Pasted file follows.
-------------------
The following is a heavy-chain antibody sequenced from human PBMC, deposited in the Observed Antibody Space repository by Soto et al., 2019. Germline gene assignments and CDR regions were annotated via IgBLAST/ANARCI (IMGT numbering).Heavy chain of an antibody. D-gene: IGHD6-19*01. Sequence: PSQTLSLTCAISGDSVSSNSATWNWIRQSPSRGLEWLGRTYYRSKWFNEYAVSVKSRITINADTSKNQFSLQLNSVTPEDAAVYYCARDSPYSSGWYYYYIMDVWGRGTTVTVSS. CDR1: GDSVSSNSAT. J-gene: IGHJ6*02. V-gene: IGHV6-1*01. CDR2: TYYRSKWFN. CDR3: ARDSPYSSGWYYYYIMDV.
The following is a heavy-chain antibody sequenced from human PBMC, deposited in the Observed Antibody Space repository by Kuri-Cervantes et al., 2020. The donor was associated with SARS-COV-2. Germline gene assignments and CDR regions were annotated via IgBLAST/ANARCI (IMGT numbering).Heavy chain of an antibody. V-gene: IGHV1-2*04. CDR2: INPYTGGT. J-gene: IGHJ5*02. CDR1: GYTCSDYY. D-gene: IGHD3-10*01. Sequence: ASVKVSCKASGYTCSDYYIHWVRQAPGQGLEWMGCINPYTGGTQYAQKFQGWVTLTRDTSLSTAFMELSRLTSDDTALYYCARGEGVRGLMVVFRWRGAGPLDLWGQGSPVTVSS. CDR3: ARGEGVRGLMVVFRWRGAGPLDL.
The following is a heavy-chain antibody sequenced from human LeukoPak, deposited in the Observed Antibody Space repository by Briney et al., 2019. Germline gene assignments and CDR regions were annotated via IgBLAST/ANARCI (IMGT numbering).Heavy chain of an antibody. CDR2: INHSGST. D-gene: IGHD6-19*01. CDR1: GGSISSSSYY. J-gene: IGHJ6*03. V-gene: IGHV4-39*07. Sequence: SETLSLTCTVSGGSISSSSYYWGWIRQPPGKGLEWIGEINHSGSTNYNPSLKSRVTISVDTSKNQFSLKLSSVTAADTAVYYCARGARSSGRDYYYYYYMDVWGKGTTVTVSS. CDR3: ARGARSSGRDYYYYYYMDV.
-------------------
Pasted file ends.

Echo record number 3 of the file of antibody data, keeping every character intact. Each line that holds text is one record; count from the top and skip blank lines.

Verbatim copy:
The following is a heavy-chain antibody sequenced from human LeukoPak, deposited in the Observed Antibody Space repository by Briney et al., 2019. Germline gene assignments and CDR regions were annotated via IgBLAST/ANARCI (IMGT numbering).Heavy chain of an antibody. CDR2: INHSGST. D-gene: IGHD6-19*01. CDR1: GGSISSSSYY. J-gene: IGHJ6*03. V-gene: IGHV4-39*07. Sequence: SETLSLTCTVSGGSISSSSYYWGWIRQPPGKGLEWIGEINHSGSTNYNPSLKSRVTISVDTSKNQFSLKLSSVTAADTAVYYCARGARSSGRDYYYYYYMDVWGKGTTVTVSS. CDR3: ARGARSSGRDYYYYYYMDV.